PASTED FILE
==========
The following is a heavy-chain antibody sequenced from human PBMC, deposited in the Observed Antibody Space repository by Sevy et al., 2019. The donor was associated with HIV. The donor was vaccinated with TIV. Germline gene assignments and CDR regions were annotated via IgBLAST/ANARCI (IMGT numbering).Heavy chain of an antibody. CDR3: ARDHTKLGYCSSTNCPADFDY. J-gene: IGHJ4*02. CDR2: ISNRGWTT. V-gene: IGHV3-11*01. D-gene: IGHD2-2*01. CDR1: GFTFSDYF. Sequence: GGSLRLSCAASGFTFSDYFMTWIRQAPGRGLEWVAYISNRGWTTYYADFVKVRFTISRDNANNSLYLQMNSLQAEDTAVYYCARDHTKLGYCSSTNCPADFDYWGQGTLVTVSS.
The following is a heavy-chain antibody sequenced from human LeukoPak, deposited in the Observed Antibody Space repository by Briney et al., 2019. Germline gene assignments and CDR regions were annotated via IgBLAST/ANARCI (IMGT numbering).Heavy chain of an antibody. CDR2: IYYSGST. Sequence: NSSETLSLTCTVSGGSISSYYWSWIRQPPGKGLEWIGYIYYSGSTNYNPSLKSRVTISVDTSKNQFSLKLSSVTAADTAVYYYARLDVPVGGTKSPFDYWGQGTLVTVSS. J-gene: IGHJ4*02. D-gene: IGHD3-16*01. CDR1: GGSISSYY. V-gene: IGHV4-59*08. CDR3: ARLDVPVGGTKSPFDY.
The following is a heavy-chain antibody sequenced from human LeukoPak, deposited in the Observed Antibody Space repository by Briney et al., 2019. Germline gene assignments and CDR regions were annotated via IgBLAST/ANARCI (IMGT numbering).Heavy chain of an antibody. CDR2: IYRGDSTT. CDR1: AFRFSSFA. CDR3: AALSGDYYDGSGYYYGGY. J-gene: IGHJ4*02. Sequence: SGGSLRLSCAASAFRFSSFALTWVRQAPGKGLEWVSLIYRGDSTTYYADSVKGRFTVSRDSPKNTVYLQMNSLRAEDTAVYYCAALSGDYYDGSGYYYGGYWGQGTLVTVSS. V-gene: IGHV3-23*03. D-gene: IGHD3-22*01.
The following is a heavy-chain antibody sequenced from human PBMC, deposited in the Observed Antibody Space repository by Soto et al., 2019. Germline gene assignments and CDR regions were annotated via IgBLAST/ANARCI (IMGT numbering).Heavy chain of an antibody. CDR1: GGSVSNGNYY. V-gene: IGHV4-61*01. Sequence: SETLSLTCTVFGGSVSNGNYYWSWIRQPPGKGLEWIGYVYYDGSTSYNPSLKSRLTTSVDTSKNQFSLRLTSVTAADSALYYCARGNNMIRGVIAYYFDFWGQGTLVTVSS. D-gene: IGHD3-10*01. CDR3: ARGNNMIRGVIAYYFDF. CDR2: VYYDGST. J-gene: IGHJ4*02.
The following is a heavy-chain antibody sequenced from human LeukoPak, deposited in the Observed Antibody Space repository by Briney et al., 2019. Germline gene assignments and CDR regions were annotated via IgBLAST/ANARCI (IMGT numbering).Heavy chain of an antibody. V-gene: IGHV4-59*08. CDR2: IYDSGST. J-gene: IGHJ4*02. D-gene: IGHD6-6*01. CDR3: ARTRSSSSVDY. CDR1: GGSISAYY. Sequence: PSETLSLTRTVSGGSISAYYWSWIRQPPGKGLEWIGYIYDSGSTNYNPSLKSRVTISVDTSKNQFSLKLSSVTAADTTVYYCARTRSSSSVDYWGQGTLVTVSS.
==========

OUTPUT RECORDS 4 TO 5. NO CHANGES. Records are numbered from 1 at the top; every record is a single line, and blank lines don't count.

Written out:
The following is a heavy-chain antibody sequenced from human PBMC, deposited in the Observed Antibody Space repository by Soto et al., 2019. Germline gene assignments and CDR regions were annotated via IgBLAST/ANARCI (IMGT numbering).Heavy chain of an antibody. CDR1: GGSVSNGNYY. V-gene: IGHV4-61*01. Sequence: SETLSLTCTVFGGSVSNGNYYWSWIRQPPGKGLEWIGYVYYDGSTSYNPSLKSRLTTSVDTSKNQFSLRLTSVTAADSALYYCARGNNMIRGVIAYYFDFWGQGTLVTVSS. D-gene: IGHD3-10*01. CDR3: ARGNNMIRGVIAYYFDF. CDR2: VYYDGST. J-gene: IGHJ4*02.
The following is a heavy-chain antibody sequenced from human LeukoPak, deposited in the Observed Antibody Space repository by Briney et al., 2019. Germline gene assignments and CDR regions were annotated via IgBLAST/ANARCI (IMGT numbering).Heavy chain of an antibody. V-gene: IGHV4-59*08. CDR2: IYDSGST. J-gene: IGHJ4*02. D-gene: IGHD6-6*01. CDR3: ARTRSSSSVDY. CDR1: GGSISAYY. Sequence: PSETLSLTRTVSGGSISAYYWSWIRQPPGKGLEWIGYIYDSGSTNYNPSLKSRVTISVDTSKNQFSLKLSSVTAADTTVYYCARTRSSSSVDYWGQGTLVTVSS.